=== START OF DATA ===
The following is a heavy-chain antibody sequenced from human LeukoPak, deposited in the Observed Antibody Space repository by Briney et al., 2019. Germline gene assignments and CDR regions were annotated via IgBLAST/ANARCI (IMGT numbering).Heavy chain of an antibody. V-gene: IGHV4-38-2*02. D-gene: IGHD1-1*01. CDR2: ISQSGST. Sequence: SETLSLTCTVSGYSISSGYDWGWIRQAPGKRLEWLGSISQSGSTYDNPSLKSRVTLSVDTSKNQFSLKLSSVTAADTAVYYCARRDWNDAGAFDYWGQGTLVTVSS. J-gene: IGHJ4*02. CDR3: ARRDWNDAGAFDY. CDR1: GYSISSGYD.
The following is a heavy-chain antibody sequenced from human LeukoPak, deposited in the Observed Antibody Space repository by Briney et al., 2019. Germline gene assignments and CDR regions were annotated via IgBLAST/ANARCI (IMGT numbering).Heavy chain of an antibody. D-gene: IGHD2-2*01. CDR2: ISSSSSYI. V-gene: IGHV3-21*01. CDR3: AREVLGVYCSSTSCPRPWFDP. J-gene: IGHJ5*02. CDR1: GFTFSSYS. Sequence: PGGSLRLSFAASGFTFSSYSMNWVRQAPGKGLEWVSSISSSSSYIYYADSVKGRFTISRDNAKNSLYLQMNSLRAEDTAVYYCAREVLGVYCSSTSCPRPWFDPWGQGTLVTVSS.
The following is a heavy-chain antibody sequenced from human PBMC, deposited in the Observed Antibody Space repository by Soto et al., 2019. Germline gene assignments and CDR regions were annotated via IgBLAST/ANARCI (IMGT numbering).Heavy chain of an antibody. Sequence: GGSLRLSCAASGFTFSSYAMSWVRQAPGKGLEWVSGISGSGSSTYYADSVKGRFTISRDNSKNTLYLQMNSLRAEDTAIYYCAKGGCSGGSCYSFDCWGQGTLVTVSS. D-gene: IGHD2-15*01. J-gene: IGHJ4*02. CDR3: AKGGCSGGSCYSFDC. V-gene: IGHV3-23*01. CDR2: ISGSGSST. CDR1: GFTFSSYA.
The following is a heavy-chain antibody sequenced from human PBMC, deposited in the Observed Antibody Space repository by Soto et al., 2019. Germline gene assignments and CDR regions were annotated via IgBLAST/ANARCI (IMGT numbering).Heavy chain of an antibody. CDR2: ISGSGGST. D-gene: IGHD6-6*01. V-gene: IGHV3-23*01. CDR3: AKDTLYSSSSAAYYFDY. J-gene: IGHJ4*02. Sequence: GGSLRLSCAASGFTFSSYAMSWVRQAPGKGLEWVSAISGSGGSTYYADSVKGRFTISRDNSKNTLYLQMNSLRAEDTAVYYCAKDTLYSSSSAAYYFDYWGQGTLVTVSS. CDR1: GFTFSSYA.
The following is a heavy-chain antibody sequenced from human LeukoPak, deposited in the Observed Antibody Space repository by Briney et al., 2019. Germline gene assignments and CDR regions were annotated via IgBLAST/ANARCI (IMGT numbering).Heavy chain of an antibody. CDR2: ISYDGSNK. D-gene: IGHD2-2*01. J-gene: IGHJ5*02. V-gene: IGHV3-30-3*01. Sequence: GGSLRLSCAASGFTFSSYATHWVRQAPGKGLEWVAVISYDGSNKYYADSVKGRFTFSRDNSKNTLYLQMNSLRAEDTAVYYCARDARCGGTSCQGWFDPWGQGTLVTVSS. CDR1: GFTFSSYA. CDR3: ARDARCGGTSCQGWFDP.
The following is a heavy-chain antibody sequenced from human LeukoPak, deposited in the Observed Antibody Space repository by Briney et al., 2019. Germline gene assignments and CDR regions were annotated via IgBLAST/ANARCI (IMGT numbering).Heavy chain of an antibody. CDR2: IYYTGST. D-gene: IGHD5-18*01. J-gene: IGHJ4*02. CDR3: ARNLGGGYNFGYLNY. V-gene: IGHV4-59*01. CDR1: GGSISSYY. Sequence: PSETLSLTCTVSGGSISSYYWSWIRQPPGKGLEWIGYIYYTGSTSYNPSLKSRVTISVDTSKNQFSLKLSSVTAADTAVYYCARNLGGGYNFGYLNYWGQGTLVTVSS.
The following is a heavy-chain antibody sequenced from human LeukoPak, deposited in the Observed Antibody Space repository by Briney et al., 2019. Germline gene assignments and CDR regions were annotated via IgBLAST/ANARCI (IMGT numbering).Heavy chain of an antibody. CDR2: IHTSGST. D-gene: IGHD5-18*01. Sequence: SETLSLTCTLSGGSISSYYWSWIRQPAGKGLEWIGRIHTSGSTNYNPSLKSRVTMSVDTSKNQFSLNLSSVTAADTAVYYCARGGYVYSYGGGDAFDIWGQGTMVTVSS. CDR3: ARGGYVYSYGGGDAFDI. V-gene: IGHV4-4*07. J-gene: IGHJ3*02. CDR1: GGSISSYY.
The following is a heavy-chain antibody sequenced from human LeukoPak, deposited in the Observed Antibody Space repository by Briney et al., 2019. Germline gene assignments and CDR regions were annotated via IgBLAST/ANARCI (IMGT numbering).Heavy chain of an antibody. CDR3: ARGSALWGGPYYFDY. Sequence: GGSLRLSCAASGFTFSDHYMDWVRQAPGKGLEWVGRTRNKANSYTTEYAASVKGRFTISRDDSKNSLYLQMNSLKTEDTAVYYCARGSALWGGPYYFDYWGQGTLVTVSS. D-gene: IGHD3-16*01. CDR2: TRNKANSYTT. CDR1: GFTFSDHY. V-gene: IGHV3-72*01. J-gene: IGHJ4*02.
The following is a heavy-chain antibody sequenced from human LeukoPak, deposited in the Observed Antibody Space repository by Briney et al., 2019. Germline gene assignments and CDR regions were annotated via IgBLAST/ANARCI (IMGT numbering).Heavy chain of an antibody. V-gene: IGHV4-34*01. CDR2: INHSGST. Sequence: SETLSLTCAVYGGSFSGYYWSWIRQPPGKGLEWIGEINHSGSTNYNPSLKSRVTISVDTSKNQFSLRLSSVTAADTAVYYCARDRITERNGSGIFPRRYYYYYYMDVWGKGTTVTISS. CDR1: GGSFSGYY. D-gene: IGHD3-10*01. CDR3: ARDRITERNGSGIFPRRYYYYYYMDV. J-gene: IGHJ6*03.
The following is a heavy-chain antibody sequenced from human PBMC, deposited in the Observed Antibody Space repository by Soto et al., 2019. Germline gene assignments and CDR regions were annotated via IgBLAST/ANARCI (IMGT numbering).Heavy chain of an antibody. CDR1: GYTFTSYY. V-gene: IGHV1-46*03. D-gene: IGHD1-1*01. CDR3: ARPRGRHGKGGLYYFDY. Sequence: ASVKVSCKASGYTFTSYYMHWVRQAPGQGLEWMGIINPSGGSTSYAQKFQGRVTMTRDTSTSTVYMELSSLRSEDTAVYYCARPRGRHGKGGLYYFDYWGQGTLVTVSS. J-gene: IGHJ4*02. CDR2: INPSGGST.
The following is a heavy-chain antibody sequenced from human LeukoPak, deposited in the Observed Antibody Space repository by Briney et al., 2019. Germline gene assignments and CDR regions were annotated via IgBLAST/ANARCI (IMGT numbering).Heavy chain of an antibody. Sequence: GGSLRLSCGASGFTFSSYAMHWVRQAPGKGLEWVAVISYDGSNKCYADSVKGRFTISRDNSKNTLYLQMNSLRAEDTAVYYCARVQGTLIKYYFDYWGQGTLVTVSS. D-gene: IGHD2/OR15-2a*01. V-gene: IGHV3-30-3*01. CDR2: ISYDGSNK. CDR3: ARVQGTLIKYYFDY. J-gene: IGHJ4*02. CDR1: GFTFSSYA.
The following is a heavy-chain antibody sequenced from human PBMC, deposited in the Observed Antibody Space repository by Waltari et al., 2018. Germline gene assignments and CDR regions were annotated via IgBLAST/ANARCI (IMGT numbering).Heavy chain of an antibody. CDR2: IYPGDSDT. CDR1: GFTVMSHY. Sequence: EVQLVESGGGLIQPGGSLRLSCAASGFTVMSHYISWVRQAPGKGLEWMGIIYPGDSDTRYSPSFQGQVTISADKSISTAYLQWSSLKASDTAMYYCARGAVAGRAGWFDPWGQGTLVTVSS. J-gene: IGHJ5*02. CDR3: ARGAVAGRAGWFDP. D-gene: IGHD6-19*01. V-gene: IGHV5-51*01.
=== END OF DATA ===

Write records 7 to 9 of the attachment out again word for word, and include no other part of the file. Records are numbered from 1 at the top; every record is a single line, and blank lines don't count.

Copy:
The following is a heavy-chain antibody sequenced from human LeukoPak, deposited in the Observed Antibody Space repository by Briney et al., 2019. Germline gene assignments and CDR regions were annotated via IgBLAST/ANARCI (IMGT numbering).Heavy chain of an antibody. CDR2: IHTSGST. D-gene: IGHD5-18*01. Sequence: SETLSLTCTLSGGSISSYYWSWIRQPAGKGLEWIGRIHTSGSTNYNPSLKSRVTMSVDTSKNQFSLNLSSVTAADTAVYYCARGGYVYSYGGGDAFDIWGQGTMVTVSS. CDR3: ARGGYVYSYGGGDAFDI. V-gene: IGHV4-4*07. J-gene: IGHJ3*02. CDR1: GGSISSYY.
The following is a heavy-chain antibody sequenced from human LeukoPak, deposited in the Observed Antibody Space repository by Briney et al., 2019. Germline gene assignments and CDR regions were annotated via IgBLAST/ANARCI (IMGT numbering).Heavy chain of an antibody. CDR3: ARGSALWGGPYYFDY. Sequence: GGSLRLSCAASGFTFSDHYMDWVRQAPGKGLEWVGRTRNKANSYTTEYAASVKGRFTISRDDSKNSLYLQMNSLKTEDTAVYYCARGSALWGGPYYFDYWGQGTLVTVSS. D-gene: IGHD3-16*01. CDR2: TRNKANSYTT. CDR1: GFTFSDHY. V-gene: IGHV3-72*01. J-gene: IGHJ4*02.
The following is a heavy-chain antibody sequenced from human LeukoPak, deposited in the Observed Antibody Space repository by Briney et al., 2019. Germline gene assignments and CDR regions were annotated via IgBLAST/ANARCI (IMGT numbering).Heavy chain of an antibody. V-gene: IGHV4-34*01. CDR2: INHSGST. Sequence: SETLSLTCAVYGGSFSGYYWSWIRQPPGKGLEWIGEINHSGSTNYNPSLKSRVTISVDTSKNQFSLRLSSVTAADTAVYYCARDRITERNGSGIFPRRYYYYYYMDVWGKGTTVTISS. CDR1: GGSFSGYY. D-gene: IGHD3-10*01. CDR3: ARDRITERNGSGIFPRRYYYYYYMDV. J-gene: IGHJ6*03.